A little fun today: Which do you prefer to be called as a person of Earth?

Which do you prefer to be called as a person of Earth?

A Twitter posting by other human this morning inspired me to have a little fun today.  The question is simple:

Which do you prefer to be called as a person of Earth?

View Results

Loading ... Loading ...


Feel free to leave comments to explain your choice! 🙂

SolidWorks is easy to learn

Based on my recent unscientific research, SolidWorks seems like it is an easy application to learn.  In one poll, I asked for preference of educational choices for new employees not familiar with SolidWorks.  A second poll asked how current users actually learned SolidWorks.  The results are a little surprizing.

Of the respondents to the first poll, just slightly over 50% said they would teach SolidWorks to new employees on the job by mentoring them.  Just under 50% said they would send their employee to VAR classes.

In the second poll, the overwhelming majority stated that they are self-taught in the use of SolidWorks.  Some questions comes to mind.  If SolidWorks is so easy to learn, do the VAR classes serve any purpose?  Or, is it that the VAR classes are so ineffective that one is forced to learn on their own?

My own experience in sending new employees to VAR taught introductory SolidWorks classes have yielded mixed results.  They do not seem effective in many cases.  In fact, the VAR classes actually seem to be turning off some individuals to the use of SolidWorks.  It may be that there is just too much information crammed into the short 3 to 5 day courses.

SolidWorks is easy enough to learn without classes.  Classes should simply be used to provide a head start.  Instead, in some cases they seem to have the opposite effect.  Maybe the classes need to be broken down a bit.  Perhaps the introductory class can take a slower pace and focus on core skills over the 3 days.  Then, more complex skills can be taught in an intermediate class over another 3 days.  (The current advanced classes offered by VARs would likely remain the same.)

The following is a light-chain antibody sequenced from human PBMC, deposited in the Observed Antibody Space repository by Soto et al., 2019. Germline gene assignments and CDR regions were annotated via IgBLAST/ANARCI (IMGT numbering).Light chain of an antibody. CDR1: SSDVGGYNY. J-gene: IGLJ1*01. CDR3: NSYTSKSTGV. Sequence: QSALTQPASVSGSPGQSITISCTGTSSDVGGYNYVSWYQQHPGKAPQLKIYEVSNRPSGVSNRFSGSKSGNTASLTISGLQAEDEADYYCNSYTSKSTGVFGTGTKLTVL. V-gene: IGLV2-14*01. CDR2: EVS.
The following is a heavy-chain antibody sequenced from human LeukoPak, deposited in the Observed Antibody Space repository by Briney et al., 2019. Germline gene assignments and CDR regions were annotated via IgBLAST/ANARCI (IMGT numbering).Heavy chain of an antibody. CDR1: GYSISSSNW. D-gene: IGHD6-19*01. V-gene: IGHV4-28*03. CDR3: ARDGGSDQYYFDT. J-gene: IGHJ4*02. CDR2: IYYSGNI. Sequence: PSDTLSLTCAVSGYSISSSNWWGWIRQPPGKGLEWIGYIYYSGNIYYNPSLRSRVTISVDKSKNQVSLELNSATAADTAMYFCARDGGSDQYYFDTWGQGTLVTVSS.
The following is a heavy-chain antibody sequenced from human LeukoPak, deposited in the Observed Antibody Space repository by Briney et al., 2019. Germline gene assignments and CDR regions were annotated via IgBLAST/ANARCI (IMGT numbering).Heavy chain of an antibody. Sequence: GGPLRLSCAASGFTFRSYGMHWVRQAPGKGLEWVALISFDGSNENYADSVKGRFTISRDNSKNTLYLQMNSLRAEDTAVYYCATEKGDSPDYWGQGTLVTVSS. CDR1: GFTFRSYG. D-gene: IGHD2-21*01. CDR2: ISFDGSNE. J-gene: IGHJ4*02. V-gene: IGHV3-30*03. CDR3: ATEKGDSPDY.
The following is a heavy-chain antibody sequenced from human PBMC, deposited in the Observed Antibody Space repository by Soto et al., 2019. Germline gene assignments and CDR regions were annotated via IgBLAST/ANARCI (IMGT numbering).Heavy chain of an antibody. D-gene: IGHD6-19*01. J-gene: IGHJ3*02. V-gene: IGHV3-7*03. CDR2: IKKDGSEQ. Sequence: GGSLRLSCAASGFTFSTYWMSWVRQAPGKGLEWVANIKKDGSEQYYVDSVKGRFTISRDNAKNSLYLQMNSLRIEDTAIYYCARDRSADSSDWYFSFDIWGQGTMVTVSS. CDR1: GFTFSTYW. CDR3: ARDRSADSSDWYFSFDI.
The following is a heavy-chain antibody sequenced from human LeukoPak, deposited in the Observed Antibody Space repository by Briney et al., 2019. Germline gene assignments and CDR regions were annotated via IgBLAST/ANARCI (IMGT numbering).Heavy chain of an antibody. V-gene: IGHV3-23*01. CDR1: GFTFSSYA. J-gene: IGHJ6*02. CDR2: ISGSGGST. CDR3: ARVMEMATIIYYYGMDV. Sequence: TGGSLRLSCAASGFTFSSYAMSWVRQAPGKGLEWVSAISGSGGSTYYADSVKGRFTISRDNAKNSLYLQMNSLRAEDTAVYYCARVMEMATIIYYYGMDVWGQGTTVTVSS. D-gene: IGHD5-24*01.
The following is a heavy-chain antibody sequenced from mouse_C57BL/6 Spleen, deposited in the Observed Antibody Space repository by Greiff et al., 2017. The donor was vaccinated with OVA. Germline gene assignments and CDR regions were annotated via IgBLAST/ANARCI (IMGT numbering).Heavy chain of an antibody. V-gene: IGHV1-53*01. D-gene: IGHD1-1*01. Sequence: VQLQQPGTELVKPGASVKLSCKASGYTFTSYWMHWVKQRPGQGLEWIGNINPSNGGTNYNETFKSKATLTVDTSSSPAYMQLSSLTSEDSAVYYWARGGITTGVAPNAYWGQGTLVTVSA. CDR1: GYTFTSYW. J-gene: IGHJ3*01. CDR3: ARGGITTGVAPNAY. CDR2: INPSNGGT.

3D Mice, who uses them?

[memedex:pollid#489615] So, I really don’t know when to stop beating a dead horse.  I’m going to talk about 3D mice again.  However, this time, I’ve created a poll to see how many people are even using them with their 3D CAD application.  The reason for this is two-fold.  First, I’m experimenting with the use of polls here at SolidWorks Legion.  Second, I’m curious to see the kind of response this poll will get.  (Note to fellow bloggers, if you have recommendations for WordPress polling plug-ins, please let me know.  For now, I’m using memedex.)

[memedex:pollid#489616] Anyway, back to the topic at hand.  This poll is open to anyone that uses 3D CAD software.  It is not limited to SolidWorks users.  Please respond to this poll.  Also, post any comments you might have about 3d mice or any other peripherals you use frequently.

Also, I have a second poll for those of us who have a 3D Connexion 3D mouse regarding how we obtained said 3D mouse.  For this poll, I’m interested in see the ratio of people who’ve purchased one (for themself or via their company) versus those who have received one through various other means.  Have fun with the polls!

SolidWorks Spelling Check (who’s using it?)

I recently conducted a small poll on SolidWorks Yahoo! Group asking who was using SolidWorks Spelling Check.  To my surprize, almost half (so far) have never even hear of Spelling Check.

Spelling Check Poll

Only 21% of respondents use Spelling Check regularly.  I guess the next question is, “Why aren’t more people using this seemingly obvious tool in SolidWorks?”  Is there a good answer for that?  From my own experience, I use Lenny’s CommonNotes, which means most of my general notes are pre-fabbed.  Since the bulk of the text appears in the general notes, there isn’t much text left in the body of the drawing where misspellings can hide.  So, out of a lack for necessity, I’m in the “Yes, sometimes” category.

Here’s the kicker.  For the Spelling Check to work, Microsoft Word has to be installed since SolidWorks piggybacks the Microsoft spell checker.

This brings me to another point.  Why does this tool have a weird name?  We all know this function is a spell checker.  So, why is it referred to as “Spelling Check” in SolidWorks?  This seems to be a rather odd quirk.

(To access Spelling Check, open a drawing and goto Tools pulldown>Spelling….)

SolidWorks World Presentation Ownership Poll (Link)

Matt Lombard has a POLL about access to the presentations at SolidWorks World 2008.  Right now, all the presentation materials are behind a login.  Theoretically only attendees of SWW8 have access to it.  Do you agree with this?  Once the poll is closed, I’ll state my opinion here.